The Cosmic Clash of Jesus’ death

We know what it’s like to wait for something to happen, to feel that that familiar internal pressure and energy of a pending experience. This was the emotional atmosphere that developed around Jesus as he journeyed from Galilee toward Jerusalem for the annual Passover holiday. He had warned his disciples it would mean a deadly confrontation, and it’s these events the Christian church around the world remembers each Holy Week.

Passover celebrates the day, centuries before, when Israel escaped from slavery in Egypt by the miraculous intervention of God. It was a religious as well as political holiday that for many Jews held powerful connotations for their present day: would God ever help them rise up to cast the Romans off their backs? Provided by Rome with social and political stability but at enormous human cost, Jews were heavily taxed, forcing many into poverty. Would God one day raise up a new King, who would defeat the massive empire, just as young king David once felled Goliath?

Tensions in the city were high. The entire region was part of the Empire, and locally controlled by a governor named Pilate. Rome allowed local religious authorities some measure of influence and control, and in this city, that was the Jewish council who oversaw religious life. The strained version of peaceful power maintained in the city was easily threatened by upstart charismatic leaders like Jesus.

Jesus chose to enter the city on the back of a colt, in stark contrast to the warhorses and chariots of Roman armies. As he approached, people tore palm branches and laid them down as carpet, shouting welcome and Hosanna (Please save us!) as he rode. During the next few days, he went to the Temple and overturned the money changers in the courtyard who cheated the religious pilgrims. He taught his followers in public. He met with his core disciples for the Passover meal and asked them to remember him later with bread and wine. As the pressure built, he laid awake in prayer through the night, begging God for a different path. And then one of his central followers betrayed him to the Jewish leaders for a bag of silver.

That betrayal then cascaded to a confused arrest, beating, and questioning by Pilate, who by then anticipated rioting. Placing the beaten and silent Jesus before the mass of pilgrims gathered outside his palace, the crowds cheered for his crucifixion. That Friday before the Sabbath, he was executed by Rome, nailed to a cross through his wrists and ankles. There he rapidly bled, suffocated, and died, a warning to the nation to fear the power of empires, religious and political. His remaining friends took his body and buried him in a borrowed tomb. It seemed such a violent and senseless defeat.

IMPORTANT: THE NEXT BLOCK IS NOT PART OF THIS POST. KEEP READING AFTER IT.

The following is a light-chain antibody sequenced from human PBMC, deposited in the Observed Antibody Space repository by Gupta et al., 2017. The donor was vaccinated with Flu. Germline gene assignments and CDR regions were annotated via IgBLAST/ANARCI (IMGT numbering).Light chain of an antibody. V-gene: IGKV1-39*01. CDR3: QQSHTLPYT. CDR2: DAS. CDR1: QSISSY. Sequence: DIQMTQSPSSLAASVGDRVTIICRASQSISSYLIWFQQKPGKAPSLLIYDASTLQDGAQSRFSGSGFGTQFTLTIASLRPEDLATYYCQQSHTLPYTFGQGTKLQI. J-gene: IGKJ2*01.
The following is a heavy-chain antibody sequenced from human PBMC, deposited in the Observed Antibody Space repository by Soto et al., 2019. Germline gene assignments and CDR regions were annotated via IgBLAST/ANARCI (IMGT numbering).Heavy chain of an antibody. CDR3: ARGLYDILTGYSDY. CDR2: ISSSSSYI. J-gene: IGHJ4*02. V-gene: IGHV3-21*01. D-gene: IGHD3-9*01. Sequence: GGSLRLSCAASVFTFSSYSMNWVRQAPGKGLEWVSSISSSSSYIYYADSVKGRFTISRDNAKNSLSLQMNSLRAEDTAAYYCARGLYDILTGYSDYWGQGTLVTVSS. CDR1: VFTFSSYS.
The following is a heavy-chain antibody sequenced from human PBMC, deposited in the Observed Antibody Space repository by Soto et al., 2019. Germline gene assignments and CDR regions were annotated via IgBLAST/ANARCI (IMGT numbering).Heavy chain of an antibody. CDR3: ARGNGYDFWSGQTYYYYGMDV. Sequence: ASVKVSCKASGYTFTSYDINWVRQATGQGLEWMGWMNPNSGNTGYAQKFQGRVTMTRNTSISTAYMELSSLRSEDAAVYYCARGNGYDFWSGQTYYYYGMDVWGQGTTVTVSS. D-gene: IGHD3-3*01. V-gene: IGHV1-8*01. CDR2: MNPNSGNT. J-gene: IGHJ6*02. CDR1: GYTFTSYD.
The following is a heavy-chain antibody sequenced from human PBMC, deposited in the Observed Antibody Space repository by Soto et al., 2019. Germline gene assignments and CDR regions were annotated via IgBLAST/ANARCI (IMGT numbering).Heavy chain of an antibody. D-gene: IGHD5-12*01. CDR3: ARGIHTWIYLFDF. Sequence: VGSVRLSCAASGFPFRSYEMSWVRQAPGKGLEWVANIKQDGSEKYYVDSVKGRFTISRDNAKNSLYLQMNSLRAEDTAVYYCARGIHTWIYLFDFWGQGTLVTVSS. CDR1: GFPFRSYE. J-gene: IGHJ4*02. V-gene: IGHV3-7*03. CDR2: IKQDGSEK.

For centuries since, people have pondered why Jesus was killed. The one who healed so many: couldn’t he have saved himself? With his followers present, and all the political resistance to Rome, why did he not call for a revolt, or at least shout his innocence? If he was the Messiah, why did God not intervene somehow? What was the point of his life if it led just to this?

Quite early in the Christian proclamation, his death was understood as a human sacrifice in the same way that animal sacrifices were made at the temple for generations. Trying to make sense of this loss, early confessions of the church declared that Jesus was a substitution for human sin, to satisfy God’s demand for our righteousness. You can read this confession in various parts of our New Testament and preached vigorously everywhere today.

But Jesus did not remain dead. Something so impossible happened that his disciples were completely changed and declared that this dead one was now alive again. Incredible! What in the world just happened? They called a resurrection, and that experience changed history.

What if a better way to understand this mystery is to proclaim instead that Jesus’ death and resurrection was a cosmic clash between human power and God’s kingdom? Between the brutal will to own and dominate verses the eternal, expansive power that love creates? This is how I have come to believe what is celebrated in both the cross and empty tomb. That in this failure to grasp his own power, Jesus chose to surrender himself to God’s kingdom. He allowed human power to destroy him, and God’s mysterious power to resurrect him.

This is the Christian proclamation of Easter: love is stronger than death. God’s kingdom of mercy, healing, and love, while seemingly vulnerable to human powers, is the eternal light that overcomes darkness. All the brutality that humans do to one another – betrayals, wars, genocide, all of it – is not the last word. God’s love is bigger than human hatred. This is the central confession of our faith: Jesus has died, and Jesus is alive. The power of love overcomes all death. Amazing! Thanks be to God.

Is a Vaccine at Odds with the Christian Faith?

The Christian faith is all about loving God and neighbor. Get immune, save and love your neighbor and their children. Get the Covid vaccine.

Perhaps it’s never been possible to have agreement on the definition of a faith tradition; ideas about what it means to follow a religion have always been fluid and contentious. I read a news article this week that a settlement was reached in an employment religious discrimination lawsuit, granting a Minnesota man $65,000 in back pay and damages from his former employer over his refusal to be fingerprinted for a required background check. He said it was against his Christian faith to do so.